Some Observations After Two Weeks

Thank you to everyone who’s following along on this journey of mine. All of your support means a lot to me.

After a little more than two weeks, I am settling in, growing accustomed to the pace of life here. I have a few scattershot observations on differences, which probably aren’t that profound but seemed so to me at the time.


This is probably a difference between every rural area and every well-planned urban center, but for me it’s a difference between the mid-size cities of Central Texas and Portland. Lots of people walk. A LOT. At least half the people I’ve met don’t own automobiles, or if they do own them only drive them a few times a week or only on weekends.

Which makes sense, because there aren’t any parking spaces here. Oh, there are a few, but they’re always filled. I’m more accustomed to cars being a necessity, because nothing is within walking distance of anything else. The old neighborhood where I grew up in Austin had only a corner store within walking distance; any other business must be driven to. Killeen and Harker Heights were mostly the same way.

Here, apartments and streets with houses are almost always within a reasonable walking distance from restaurants, book stores, supermarkets, and so on.

I re-did my math on the bus pass and have decided to sell my car. What I had forgotten is that I’m not making car payments, but will certainly have to save for my *next* car, or begin making payments then. Once I add that, it’s clearly cheaper to get a pass for public transportation.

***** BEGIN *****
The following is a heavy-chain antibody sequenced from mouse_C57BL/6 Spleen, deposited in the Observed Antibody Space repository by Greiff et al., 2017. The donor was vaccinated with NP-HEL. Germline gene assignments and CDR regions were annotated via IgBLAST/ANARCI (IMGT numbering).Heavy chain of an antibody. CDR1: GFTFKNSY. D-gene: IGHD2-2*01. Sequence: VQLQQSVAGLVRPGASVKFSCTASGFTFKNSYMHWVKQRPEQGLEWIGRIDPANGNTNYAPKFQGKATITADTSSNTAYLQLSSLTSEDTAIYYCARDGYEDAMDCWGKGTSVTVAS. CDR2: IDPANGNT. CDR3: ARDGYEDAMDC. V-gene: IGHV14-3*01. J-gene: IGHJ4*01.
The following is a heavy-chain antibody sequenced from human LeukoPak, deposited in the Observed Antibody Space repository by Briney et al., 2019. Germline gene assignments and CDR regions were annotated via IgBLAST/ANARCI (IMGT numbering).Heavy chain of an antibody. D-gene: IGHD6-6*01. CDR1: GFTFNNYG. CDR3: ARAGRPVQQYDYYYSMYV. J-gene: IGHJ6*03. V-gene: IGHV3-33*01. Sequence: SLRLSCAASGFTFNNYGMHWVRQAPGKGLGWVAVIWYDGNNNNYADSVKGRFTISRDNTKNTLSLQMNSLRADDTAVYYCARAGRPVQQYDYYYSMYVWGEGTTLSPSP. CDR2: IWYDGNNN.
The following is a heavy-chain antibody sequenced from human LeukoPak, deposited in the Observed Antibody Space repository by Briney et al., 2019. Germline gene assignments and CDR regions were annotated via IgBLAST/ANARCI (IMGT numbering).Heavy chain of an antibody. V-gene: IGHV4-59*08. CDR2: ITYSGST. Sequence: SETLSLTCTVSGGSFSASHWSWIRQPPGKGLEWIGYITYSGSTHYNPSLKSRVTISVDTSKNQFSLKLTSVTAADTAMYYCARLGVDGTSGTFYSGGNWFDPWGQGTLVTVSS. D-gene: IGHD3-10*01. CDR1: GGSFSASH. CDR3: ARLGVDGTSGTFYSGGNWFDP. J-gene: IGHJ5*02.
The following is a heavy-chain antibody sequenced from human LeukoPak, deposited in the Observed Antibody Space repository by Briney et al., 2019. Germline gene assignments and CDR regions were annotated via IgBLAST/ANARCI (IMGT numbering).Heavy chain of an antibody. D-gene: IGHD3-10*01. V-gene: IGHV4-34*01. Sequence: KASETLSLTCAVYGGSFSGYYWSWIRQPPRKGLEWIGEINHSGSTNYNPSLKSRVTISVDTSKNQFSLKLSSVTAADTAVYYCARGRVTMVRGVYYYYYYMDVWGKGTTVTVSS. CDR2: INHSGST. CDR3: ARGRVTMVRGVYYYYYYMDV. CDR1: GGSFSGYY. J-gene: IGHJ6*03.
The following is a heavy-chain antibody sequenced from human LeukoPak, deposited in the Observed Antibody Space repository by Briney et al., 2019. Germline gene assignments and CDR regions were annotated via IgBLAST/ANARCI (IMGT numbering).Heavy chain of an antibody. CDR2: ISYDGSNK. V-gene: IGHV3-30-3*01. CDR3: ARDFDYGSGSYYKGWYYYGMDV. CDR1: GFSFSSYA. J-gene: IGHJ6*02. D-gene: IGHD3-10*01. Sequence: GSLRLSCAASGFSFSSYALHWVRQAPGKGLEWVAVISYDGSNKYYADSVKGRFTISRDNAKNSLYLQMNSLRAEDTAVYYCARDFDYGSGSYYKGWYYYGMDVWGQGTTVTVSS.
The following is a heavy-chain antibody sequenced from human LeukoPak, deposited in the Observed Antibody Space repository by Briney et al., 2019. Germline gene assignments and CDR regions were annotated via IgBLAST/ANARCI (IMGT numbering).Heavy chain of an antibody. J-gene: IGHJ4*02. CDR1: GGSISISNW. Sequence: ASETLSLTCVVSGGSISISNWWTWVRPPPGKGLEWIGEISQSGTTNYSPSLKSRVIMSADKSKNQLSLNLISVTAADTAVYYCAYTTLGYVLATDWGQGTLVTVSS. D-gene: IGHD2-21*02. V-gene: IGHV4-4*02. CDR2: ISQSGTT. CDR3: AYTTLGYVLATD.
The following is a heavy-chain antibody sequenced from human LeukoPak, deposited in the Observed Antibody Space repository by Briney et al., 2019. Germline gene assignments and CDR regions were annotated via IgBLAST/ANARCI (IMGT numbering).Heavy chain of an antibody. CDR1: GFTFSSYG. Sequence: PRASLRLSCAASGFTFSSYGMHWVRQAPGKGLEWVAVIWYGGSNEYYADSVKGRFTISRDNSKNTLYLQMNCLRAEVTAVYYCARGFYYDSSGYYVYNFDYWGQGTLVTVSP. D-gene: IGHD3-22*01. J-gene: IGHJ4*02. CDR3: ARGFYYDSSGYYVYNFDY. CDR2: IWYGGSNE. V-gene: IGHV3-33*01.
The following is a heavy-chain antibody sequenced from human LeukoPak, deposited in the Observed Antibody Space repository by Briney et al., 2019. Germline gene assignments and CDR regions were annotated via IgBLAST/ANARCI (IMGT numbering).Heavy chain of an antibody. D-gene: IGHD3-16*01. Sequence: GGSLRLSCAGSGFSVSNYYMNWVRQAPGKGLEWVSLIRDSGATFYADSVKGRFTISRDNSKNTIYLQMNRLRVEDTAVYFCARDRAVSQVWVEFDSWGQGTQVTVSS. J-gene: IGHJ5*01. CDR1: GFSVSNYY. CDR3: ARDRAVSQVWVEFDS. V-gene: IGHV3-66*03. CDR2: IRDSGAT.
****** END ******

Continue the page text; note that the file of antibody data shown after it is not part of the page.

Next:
In two weeks, I’ve lost 10 pounds, which isn’t ALL due to walking, but surely that plays a part.

(Exercise is for health, not weight loss, just to be clear. Your resting metabolism burns *almost* as many calories as when you exercise. To lose weight, you must eat differently, which I am finally learning to do.)


I haven’t seen this many beards since the Civil War. Not that I was alive during the civil war, you understand, but c’mon, man. Nobody needs this many beards. Even tourists here have beards. Big ones, fluffy ones, pointy ones, round ones, bushy ones — basically any kind of beard you can think of except really small and neat ones.

I haven’t given in yet, because (1) I don’t understand it, (2) shaving each morning is part of my “getting ready to face the day” routine, and (3) really, what is the beard FOR? Doesn’t it get in the way? Don’t you get food stuck in there? Won’t it get caught in your jacket’s zipper?


While “The South” is often caricatured as slow-moving, slow-talking, and generally laid-back in general, this has not been my experience. Everywhere in Texas, highway speed limits are 70 mph or higher, and people drive like that in neighborhoods too. Here it’s much slower going on the roads, which is probably a good idea because the roads are narrow and there’s an intersection every 200 feet (literally).

But even the people walking don’t seem to be in a rush, even though all of them have somewhere to be. It all feels sluggish and “chillaxed” to me, which is weird because I was always told that’s what WE were in Texas.


Work is going well. I am indeed the oldest person at the establishment (not counting subcontracted cleaning crew), but no one seems to hold that against me so far.

It’s weird that everyone is white; it might be the first time I’ve ever worked somewhere that *all* employees were white (again, not counting the subcontracted cleaning crew). The city itself is more diverse than my workplace, and so is my apartment building. But on a startling number of occasions I’ve walked into a business and seen only white people. This just didn’t happen in Central Texas. I hope I don’t get used to it.